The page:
“The Dutch antitrust authority has found that Apple’s rules requiring software developers to use its in-app payment system are anti-competitive and ordered it to make changes”
What you need to know
- Apple is reportedly being forced to make changes to its App Store in the Netherlands.
- A Dutch antitrust authority has reportedly found Apple’s in-app payment rules are anti-competitive.
- Apple has been informed of the decision, and changes have apparently been demanded.
A new report claims that a Dutch antitrust authority has demanded Apple make changes to its App Store and in-app payments over anti-competitive behavior.
The Dutch antitrust authority has found that Apple’s rules requiring software developers to use its in-app payment system are anti-competitive and ordered it to make changes, four people familiar with the matter said, in the latest regulatory setback for the iPhone maker
A probe into the App Store on the back of complaints from dating market apps including Tinder developer Match Group has thrown up anti-competitive findings, and now the Netherlands wants change:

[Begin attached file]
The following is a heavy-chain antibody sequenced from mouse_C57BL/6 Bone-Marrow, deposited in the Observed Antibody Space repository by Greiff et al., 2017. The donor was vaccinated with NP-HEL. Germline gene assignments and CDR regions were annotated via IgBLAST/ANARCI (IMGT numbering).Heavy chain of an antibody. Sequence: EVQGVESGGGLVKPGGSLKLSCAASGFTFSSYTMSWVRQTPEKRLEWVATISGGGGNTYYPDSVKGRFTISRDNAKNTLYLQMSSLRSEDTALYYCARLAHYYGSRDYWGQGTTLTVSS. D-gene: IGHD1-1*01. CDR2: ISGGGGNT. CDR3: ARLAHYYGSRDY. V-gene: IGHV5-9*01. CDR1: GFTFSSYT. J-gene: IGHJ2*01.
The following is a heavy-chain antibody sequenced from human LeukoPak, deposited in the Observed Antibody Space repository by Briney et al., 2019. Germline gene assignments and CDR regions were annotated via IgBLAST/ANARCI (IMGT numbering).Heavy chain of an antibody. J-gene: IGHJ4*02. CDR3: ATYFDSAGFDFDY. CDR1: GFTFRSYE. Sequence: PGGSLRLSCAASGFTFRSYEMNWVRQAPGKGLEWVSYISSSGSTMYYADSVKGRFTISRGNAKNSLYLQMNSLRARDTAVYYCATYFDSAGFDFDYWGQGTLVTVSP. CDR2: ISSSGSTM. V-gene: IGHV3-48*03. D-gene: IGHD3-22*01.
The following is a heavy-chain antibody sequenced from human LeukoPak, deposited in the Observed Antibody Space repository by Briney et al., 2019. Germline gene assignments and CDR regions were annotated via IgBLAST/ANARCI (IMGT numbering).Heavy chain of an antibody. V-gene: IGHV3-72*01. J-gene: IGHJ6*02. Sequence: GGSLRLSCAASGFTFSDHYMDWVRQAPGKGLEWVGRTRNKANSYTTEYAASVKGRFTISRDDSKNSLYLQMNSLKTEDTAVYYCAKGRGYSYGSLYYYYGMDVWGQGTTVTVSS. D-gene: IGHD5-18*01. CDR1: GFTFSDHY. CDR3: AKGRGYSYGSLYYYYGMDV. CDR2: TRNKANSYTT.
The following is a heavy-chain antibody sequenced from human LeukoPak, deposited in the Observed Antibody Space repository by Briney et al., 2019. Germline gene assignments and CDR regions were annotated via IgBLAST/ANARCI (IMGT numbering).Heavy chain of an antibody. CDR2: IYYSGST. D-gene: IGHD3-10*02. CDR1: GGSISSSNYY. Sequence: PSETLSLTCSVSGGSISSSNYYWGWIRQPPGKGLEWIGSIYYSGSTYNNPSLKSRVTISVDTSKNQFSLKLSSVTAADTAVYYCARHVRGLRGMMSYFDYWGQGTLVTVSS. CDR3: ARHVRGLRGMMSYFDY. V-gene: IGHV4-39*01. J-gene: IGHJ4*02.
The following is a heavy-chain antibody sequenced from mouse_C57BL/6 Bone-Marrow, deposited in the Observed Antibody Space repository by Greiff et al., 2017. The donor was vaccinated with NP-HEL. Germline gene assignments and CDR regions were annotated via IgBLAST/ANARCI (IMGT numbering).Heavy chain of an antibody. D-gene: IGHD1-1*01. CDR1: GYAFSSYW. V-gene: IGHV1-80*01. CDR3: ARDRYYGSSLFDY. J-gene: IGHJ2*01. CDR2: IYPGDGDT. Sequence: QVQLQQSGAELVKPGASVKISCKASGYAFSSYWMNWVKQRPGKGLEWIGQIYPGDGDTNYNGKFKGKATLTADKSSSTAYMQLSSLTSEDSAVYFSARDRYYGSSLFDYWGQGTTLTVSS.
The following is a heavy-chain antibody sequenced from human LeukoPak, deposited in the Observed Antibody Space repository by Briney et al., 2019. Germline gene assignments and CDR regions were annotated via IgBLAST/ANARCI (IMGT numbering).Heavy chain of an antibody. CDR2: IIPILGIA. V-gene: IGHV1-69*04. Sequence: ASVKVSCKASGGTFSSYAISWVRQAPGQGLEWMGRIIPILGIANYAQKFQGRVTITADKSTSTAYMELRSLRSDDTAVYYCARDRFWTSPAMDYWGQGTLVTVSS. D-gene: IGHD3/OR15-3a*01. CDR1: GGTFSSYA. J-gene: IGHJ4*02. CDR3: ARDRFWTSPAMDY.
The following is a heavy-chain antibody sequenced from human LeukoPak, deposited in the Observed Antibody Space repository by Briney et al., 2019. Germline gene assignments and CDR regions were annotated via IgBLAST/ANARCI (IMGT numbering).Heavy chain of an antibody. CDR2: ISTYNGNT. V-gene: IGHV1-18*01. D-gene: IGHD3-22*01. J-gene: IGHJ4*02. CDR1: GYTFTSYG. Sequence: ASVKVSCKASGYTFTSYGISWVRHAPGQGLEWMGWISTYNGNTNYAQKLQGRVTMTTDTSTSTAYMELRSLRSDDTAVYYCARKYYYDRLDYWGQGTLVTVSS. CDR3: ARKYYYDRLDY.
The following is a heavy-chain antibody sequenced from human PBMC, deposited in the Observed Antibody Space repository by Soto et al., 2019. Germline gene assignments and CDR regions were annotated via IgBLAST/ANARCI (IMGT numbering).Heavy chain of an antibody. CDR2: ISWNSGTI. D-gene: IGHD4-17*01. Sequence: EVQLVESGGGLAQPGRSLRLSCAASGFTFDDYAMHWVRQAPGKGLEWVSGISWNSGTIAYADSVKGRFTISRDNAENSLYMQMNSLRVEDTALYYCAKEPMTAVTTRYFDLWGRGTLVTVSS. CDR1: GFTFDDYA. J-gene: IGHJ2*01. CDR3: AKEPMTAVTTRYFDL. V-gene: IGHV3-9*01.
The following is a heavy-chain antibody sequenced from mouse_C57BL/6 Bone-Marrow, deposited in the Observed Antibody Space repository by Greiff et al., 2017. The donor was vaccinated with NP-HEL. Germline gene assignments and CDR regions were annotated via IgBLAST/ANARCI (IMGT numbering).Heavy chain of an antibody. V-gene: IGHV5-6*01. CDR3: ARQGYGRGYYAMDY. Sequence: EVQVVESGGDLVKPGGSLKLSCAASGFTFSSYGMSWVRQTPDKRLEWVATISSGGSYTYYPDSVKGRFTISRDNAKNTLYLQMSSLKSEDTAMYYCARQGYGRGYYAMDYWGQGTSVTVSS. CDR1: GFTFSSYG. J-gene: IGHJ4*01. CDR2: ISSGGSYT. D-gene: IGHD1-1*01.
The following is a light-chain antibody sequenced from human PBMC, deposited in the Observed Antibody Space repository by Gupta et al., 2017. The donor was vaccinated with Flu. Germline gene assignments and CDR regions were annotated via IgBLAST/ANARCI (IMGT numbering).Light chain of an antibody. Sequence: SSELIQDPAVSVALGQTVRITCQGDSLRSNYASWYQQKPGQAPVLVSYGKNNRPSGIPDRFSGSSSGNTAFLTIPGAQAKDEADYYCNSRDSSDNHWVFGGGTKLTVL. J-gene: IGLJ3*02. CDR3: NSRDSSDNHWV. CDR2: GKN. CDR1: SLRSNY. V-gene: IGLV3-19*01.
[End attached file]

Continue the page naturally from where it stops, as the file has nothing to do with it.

The Netherlands’ Authority for Consumers and Markets (ACM) last month informed the U.S. technology giant of its decision, making it the first antitrust regulator to make a finding the company has abused market power in the app store, though Apple is facing challenges in multiple countries.
No fine has been raised against Apple but the body has apparently demanded changes to Apple’s in-app payment system.
The news sounds similar to a new law in South Korea that will stop Apple mandating developers use its own in-app purchase methods on devices like the iPhone 13 and its other best iPhones. From August:
The law is an amendment to the Telecommunications Business Act that will prevent Apple and Google from requiring that developers use their own in-app payment methods on places like the iOS App Store and Google Play. The law also has provisions for preventing unreasonable delay to approval of apps or deleting them from the marketplace so as to prevent retalation. Failure to comply could mean massive fines for Apple, up to 3% of the company’s total revenue in the country. It means developers will be able to process payments using methods other than Apple’s in-app purchase methods, potentially depriving Apple of its commission on transactions, although the company has previously said it would still need to collect commission from developers even if they used other payment methods.
According to the report, Apple is seeking a court injunction to stop the ruling from being published whilst it appeals the decision, suggesting the company plans to fight the decision.
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